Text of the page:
Incubator Program Offers Resources for Entrepreneurs

The Ennovation Center, an Independence incubator program for entrepreneurs, opened in 2010 and has been serving small business owners ever since. The Ennovation Center is located in what was previously the Independence Regional Medical Center, allowing it the unique capability of housing a wet-lab and five fully equipped kitchens in addition to group work spaces, conference rooms and private offices. The Ennovation Center focuses on three business areas: bio-tech, culinary, and business & technology.

Since 2013, Lee Langerock, Executive Director, has headed the Ennovation Center. Langerock said what really drove her to the Ennovation Center was, “the opportunity to work on a micro level to support emerging companies and to help introduce entrepreneurship to the community.”

The bio-tech and business & technology companies benefit most from the wet-lab. The wet-lab has a multitude of diverse resources for the equipment needs of biotech entrepreneurs, including: incubator ovens, an Autoclave and a centralized deionized water system. “We have biological incubators inside our incubator,” said Xander Winkel, Program & Design Coordinator, speaking about the unique equipment that the Ennovation Center has to offer biotech startups. There is also a Subzero freezer available, which can replicate extreme temperatures. “Biotech companies use it for product stability,” said Winkel. The freezer is also used by manufacturers to test products, such as electronics, in extreme temperatures.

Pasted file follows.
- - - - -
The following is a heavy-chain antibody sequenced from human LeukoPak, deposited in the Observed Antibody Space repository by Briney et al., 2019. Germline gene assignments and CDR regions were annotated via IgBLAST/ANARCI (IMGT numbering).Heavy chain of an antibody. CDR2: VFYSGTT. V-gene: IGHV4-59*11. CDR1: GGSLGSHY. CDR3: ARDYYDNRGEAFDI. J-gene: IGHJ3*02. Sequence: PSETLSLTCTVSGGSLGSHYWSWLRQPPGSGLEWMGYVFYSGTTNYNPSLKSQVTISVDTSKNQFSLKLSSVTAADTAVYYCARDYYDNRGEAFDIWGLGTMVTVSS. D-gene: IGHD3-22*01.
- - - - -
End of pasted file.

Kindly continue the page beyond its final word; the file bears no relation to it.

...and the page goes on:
Perhaps the most distinctive aspect of the Ennovation Center is its ability to accommodate food innovators. The program currently has 50 entrepreneurial clients, including 39 food based entrepreneurs. In the majority of states, health departments require that all food products for sale be prepared in an approved commercial kitchen. 

Some of the more valuable resources available in the kitchen, according to Langerock, are the people themselves. “[The entrepreneurs] really know their stuff and are willing to share their knowledge,” said Langerock. “The knowledge and experience that you can gain by being able to work and communicate with each other is very valuable,” continued Langerock. “Here, we work to develop networks, friendships and supportive services to give them the very best chance of success.”

The best advice Winkel offers for entrepreneurs that want to get into the food business is to, “get market feedback, not just feedback from friends and family. Ask yourself, ‘is this food product meeting a desire in the market place?’” The best way to test your food product is to start small, Winkel continued. “Get out there with your minimal viable product or a limited product line. Get as much data and constructive feedback as you can get.”

The ability to work closely with other entrepreneurs can help program participants overcome the employee mentality. “The transition from employee to being a CEO is a very different mentality,” said Winkel, “so having the resources and different brains to help you figure out how to scale up and take the next steps in your business are helpful.”

For more information on the incubator program visit the Ennovation Center.